European astronomers say they have detected a distant Earth-like planet with conditions that might allow liquid water to exist. The discovery was made using the European Southern Observatory's 3.6-m telescope and the High Accuracy Radial Velocity for Planetary Searcher (HARPS) spectrograph.
Twenty light-years away orbiting the red dwarf star Gliese 581, the new exoplanet is the most Earth-like discovered to date, with a radius only 50 percent larger than the Earth and with temperatures that would allow water to exist in a liquid state.
"We have estimated that the mean temperature lies between 0 and 40 degrees Celsius, and water would thus be liquid," explains Stéphane Udry, from the Geneva Observatory. "Moreover, its radius should be only 1.5 times the Earth's radius, and models predict that the planet should be either rocky - like our Earth - or covered with oceans."
The new planet's host star, Gliese 581, is among the 100 closest stars to us, located only 20.5 light-years away in the constellation Libra. It is only one third the mass of our sun and is much cooler. Thanks to being just 7 million miles away, the planet completes a full orbit of the star in just 13 days.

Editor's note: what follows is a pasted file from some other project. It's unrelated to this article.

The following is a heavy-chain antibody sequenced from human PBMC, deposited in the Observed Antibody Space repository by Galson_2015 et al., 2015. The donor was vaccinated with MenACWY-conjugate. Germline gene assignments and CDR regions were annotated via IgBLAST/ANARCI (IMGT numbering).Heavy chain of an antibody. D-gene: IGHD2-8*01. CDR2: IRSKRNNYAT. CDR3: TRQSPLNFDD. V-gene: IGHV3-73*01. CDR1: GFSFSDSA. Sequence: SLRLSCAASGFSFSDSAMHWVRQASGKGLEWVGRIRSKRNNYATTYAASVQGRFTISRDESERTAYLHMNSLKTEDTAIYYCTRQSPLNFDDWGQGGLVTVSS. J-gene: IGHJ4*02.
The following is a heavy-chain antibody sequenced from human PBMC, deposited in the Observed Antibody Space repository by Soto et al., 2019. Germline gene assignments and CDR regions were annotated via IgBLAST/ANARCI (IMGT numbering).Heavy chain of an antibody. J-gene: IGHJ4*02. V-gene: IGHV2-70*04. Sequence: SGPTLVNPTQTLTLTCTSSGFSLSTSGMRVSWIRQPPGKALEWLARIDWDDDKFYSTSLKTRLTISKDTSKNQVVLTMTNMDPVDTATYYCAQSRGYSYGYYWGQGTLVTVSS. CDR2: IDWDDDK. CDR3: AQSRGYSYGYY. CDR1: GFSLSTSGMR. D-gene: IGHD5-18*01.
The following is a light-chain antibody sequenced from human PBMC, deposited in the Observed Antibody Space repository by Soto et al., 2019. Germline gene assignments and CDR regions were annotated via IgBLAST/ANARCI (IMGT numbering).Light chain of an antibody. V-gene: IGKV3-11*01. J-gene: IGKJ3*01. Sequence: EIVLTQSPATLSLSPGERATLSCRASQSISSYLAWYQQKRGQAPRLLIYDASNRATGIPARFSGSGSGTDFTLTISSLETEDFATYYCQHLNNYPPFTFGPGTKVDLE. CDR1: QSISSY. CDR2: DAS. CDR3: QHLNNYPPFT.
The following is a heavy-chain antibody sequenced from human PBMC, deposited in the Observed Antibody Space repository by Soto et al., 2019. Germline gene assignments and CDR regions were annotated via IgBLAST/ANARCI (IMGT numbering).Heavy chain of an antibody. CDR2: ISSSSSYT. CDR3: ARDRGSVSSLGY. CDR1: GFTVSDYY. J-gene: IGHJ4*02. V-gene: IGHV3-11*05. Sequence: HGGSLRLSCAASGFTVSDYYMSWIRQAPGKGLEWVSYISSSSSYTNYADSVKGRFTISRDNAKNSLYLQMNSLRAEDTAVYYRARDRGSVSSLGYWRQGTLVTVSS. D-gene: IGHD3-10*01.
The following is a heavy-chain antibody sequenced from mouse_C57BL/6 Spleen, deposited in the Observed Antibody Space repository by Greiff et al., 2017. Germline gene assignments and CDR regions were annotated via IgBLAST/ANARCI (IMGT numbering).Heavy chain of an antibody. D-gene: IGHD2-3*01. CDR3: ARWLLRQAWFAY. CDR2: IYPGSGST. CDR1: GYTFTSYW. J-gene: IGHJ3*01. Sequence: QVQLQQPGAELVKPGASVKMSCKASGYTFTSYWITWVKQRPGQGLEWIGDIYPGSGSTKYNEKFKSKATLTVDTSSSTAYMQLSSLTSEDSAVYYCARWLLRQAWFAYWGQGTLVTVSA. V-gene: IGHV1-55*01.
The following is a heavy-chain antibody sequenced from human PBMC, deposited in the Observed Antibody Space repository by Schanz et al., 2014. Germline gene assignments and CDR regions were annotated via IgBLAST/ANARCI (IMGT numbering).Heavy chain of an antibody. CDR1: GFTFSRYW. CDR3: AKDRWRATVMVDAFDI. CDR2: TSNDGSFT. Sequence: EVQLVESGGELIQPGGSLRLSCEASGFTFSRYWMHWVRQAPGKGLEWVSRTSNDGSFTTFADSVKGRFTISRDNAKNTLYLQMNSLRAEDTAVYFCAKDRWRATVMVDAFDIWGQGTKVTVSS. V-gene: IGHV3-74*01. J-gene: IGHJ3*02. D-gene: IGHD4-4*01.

Reporting their discovery in Astronomy and Astrophysics, the astronomers said that red dwarfs were ideal targets for the search for low-mass planets where water could be liquid. "Because such dwarfs emit less light, the habitable zone is much closer to them than it is around the Sun," noted Xavier Bonfils, from Lisbon University. "Planets lying in this zone are more easily detected with the radial-velocity method, the most successful technique devised for detecting exoplanets."
French astronomer Xavier Delfosse added that the importance of liquid water could not be underestimated in the search for extraterrestrial life. "Because of its temperature and relative proximity, this planet will most probably be a very important target of the future space missions dedicated to the search for extra-terrestrial life. On the treasure map of the Universe, one would be tempted to mark this planet with an X."